If you’ve read much of this blog, you know that Eric and I see home maintenance and improvement through DIY glasses. When we take on a project, hiring someone to do it never seems to cross our minds (unless it’s roofing, plumbing, or wiring—then you should always hire someone you can sue). But, when it came to replacing our backyard fence, we quickly decided to hire it out. I’m so glad we did! If we’d taken it on ourselves, we’d still be working on it. What made us hire a pro? Maybe we’re older and wiser … or maybe we’re just older. Even so, it turned out to be a lot of work for us, too.
The old fence dates back to when I bought the house in 1984. My then-boyfriend built it for me, and did a credible job. Fast forward 33 years and the cedar fence is falling down like a pair of old socks, desperately grasping onto bungee cords and anything it can lean on for support. We decided to do the demolition ourselves. “It’s so wobbly, we’ll be able to just kick it down,” said Eric. Goes to show how wrong you can be …
A word of explanation about our sorry-looking backyard. Usually it looks nice, but we have had challenges this summer. Thanks to Duke’s excavation hobby, the gardens began to look more like craters of the moon. Then he began digging pits in the grass. Knowing we would be tearing things up along the fence line, we kinda quit taking care of this end of the yard. I like to think of it as next spring’s landscaping opportunity.
Eric called a highly rated fence company in June, and was told we’d be scheduled for two consecutive Fridays in late September. It was hard to be patient, but good contractors are busy people. The week before our construction date, we set to work removing the old fence. Our first task was to build a temporary fence to contain Diggety Duke. We bought a roll of welded wire fencing and a bunch of steel poles, et voila.
Eric was right about the fence boards, anyway. They popped right off, as eager to retire as I am. We stacked them in a neat heap in the yard, where they remain for now, killing the grass beneath. We will pull the nails and store them elsewhere. They’re essentially barnwood, and will be great for picture frames and craft projects. Those that are too far gone will be used for kindling. The pile will not go to waste.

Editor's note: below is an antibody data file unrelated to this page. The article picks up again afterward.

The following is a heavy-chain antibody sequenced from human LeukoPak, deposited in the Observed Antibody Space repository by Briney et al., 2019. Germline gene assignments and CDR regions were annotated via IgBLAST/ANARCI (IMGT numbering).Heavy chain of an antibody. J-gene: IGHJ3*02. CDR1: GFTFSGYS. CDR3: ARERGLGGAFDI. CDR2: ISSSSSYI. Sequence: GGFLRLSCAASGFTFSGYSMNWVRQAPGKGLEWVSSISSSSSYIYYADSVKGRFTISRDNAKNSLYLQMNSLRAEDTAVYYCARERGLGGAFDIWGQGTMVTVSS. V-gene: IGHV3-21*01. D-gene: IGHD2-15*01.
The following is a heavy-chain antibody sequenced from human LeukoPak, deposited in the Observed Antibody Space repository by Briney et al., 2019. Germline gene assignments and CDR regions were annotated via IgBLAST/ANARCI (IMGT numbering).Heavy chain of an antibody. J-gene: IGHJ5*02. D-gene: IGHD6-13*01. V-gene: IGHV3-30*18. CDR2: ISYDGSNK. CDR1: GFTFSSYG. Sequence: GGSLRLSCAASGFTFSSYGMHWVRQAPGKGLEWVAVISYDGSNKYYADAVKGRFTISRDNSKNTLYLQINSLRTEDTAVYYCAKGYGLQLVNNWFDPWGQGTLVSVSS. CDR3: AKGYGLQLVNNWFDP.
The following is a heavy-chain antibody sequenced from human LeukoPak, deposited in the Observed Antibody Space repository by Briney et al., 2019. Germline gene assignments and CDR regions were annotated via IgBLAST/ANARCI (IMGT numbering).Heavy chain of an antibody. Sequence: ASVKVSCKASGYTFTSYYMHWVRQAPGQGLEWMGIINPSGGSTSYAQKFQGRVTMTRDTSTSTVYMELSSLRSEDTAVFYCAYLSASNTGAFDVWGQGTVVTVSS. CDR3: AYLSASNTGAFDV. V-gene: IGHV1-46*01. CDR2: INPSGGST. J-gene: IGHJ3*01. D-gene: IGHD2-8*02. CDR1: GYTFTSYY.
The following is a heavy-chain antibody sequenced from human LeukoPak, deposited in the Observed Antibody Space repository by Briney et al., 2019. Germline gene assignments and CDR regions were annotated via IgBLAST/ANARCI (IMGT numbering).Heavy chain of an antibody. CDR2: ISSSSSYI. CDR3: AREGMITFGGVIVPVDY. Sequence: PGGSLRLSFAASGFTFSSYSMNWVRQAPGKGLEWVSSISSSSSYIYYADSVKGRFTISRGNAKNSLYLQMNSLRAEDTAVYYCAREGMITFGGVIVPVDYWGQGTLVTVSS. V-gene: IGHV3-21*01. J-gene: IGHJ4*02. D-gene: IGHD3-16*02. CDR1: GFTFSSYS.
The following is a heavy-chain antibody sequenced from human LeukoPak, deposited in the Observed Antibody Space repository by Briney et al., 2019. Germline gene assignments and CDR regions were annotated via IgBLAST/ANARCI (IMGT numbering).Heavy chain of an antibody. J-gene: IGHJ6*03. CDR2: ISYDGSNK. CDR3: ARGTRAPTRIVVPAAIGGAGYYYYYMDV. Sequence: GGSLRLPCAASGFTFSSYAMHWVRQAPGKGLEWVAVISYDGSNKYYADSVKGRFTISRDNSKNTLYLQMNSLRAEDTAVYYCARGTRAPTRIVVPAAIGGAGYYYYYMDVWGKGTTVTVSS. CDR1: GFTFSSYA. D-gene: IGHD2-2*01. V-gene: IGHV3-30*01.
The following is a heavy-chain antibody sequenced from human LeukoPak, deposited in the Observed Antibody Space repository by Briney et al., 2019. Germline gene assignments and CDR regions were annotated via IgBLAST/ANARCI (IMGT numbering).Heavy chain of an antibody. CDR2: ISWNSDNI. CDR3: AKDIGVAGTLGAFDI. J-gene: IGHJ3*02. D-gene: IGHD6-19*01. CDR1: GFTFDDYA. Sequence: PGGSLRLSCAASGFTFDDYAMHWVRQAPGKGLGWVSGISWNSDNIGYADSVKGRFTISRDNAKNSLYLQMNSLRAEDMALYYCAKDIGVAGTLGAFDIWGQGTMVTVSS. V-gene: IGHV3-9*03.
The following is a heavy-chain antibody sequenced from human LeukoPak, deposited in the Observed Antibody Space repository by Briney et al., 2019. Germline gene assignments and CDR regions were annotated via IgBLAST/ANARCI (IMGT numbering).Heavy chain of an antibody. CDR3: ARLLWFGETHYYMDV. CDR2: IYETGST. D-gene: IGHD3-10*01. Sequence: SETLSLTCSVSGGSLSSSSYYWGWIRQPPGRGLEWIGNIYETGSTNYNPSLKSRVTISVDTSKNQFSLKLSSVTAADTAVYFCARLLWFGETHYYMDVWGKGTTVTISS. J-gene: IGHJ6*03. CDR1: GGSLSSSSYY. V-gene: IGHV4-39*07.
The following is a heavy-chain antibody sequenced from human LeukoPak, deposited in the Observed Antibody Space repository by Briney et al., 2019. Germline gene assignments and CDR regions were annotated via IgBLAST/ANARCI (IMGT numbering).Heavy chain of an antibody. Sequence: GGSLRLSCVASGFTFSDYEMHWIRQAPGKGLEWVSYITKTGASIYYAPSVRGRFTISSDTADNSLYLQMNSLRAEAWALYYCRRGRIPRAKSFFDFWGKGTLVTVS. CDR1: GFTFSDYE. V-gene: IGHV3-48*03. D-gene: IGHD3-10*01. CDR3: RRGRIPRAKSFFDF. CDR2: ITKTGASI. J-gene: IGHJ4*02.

The new, wide-open view to the alley made us feel so exposed. I was a little surprised to see how much traffic went up and down the alley every day. We were eager to regain our privacy.
The fun part was over. We began to dig out the posts, which we found to be set in generous, irregularly shaped chunks of concrete that resisted removal. Did I mention that the rain had come? We’d just survived the driest summer on record, but the instant we went outside to demolish the fence, that was enough to make rain. Not an unpleasant downpour, just a nice, gentle, Pacific Northwest drizzle, which turned our much-trampled fence line and backyard to a sea of mud.
We had the brief, bright idea of simply sawing off the stubborn fence posts and burying the evidence, but even though we were moving the fence line slightly, we found that they would still be in the way … darn it.
Under the fence line was a course of concrete block, which I had installed to build up a planting berm in the corner of the yard. On the alley side was a platform of concrete pavers that Eric had put down to form a level spot for our garbage and recycling containers. It wasn’t too hard to dig these out and carry them to an out-of-the-way spot in the backyard. They’ll be used again. We weren’t excited to discover two additional courses of the same under the first. More digging.
All the while, poor Duke sat in the rain behind his fence, gloomily watching our progress and wondering why humans scold dogs for digging, yet apparently humans are allowed to dig to their hearts’ content. I finally had to put him inside—I couldn’t take his reproachful, hurt expression.
After a full weekend of soggy, muddy demolition, we waited excitedly for Friday to come. I worked at home that day so I could watch the crew’s progress. They would be setting posts the first day, and returning a week later to install the fence panels. I don’t have a single photo of the crew at work. I must have been too busy lurking behind the curtains, watching them—no, no, busy working, yes, that’s what it was—to take pictures.
Eric didn’t take any construction photos, either. He must have been working, too.
But wow, here’s the finished product! The crew worked amazingly fast. We’re so, so pleased with the results. The fence now extends between the houses almost to the front yard. We’ll use the narrow section along the side of the house, which is partitioned off with lockable gates, to store things like our long ladders and firewood. It’s already covered in gravel, although it could use more.
In place of our sagging gate, we now have an eight-foot gate on sturdy 4 x 6 posts. It doesn’t sag a bit.
I’ll wait until next spring to show you pics from inside the backyard. We have a ton of landscaping work to do … but it’ll be raining for the next six months (kidding/not kidding).
125 feet of 6-ft cedar fence. Two walk gates, one 8-ft drive gate. $4600. Contractor: Western Pacific Fence, Auburn, WA.